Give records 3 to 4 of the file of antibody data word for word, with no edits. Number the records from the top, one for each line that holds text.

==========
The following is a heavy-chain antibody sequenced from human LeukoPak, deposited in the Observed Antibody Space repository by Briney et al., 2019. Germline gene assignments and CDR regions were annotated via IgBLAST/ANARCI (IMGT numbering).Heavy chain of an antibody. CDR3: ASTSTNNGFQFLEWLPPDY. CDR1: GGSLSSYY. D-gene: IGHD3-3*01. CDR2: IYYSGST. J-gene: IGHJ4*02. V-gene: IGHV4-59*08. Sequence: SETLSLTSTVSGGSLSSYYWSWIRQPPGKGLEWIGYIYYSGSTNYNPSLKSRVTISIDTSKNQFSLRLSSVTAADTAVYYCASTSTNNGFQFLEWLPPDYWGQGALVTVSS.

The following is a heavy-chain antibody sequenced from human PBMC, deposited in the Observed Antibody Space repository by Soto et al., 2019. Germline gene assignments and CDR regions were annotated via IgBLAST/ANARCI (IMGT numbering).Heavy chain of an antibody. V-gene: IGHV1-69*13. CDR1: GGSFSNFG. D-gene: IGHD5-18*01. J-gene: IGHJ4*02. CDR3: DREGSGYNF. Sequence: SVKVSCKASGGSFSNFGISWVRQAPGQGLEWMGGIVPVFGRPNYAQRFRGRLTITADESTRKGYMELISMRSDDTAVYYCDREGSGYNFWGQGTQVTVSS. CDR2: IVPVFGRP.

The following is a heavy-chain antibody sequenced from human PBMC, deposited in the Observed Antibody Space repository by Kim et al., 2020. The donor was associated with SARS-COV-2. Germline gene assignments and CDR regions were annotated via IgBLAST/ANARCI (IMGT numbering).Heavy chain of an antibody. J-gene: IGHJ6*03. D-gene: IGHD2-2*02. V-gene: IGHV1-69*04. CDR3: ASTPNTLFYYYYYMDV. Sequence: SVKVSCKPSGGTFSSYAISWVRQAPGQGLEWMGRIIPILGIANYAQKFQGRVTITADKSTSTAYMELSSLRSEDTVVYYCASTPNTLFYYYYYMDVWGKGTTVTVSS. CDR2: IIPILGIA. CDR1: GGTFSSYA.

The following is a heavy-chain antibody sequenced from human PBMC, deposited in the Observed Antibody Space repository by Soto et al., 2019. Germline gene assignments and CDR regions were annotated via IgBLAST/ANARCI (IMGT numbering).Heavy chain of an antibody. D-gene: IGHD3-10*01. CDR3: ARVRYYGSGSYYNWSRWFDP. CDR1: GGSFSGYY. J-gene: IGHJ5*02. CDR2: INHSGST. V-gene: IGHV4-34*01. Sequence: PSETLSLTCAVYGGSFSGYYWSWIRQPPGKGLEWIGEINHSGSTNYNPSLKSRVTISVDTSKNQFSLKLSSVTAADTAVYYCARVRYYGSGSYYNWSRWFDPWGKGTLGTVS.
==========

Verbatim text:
The following is a heavy-chain antibody sequenced from human PBMC, deposited in the Observed Antibody Space repository by Kim et al., 2020. The donor was associated with SARS-COV-2. Germline gene assignments and CDR regions were annotated via IgBLAST/ANARCI (IMGT numbering).Heavy chain of an antibody. J-gene: IGHJ6*03. D-gene: IGHD2-2*02. V-gene: IGHV1-69*04. CDR3: ASTPNTLFYYYYYMDV. Sequence: SVKVSCKPSGGTFSSYAISWVRQAPGQGLEWMGRIIPILGIANYAQKFQGRVTITADKSTSTAYMELSSLRSEDTVVYYCASTPNTLFYYYYYMDVWGKGTTVTVSS. CDR2: IIPILGIA. CDR1: GGTFSSYA.

The following is a heavy-chain antibody sequenced from human PBMC, deposited in the Observed Antibody Space repository by Soto et al., 2019. Germline gene assignments and CDR regions were annotated via IgBLAST/ANARCI (IMGT numbering).Heavy chain of an antibody. D-gene: IGHD3-10*01. CDR3: ARVRYYGSGSYYNWSRWFDP. CDR1: GGSFSGYY. J-gene: IGHJ5*02. CDR2: INHSGST. V-gene: IGHV4-34*01. Sequence: PSETLSLTCAVYGGSFSGYYWSWIRQPPGKGLEWIGEINHSGSTNYNPSLKSRVTISVDTSKNQFSLKLSSVTAADTAVYYCARVRYYGSGSYYNWSRWFDPWGKGTLGTVS.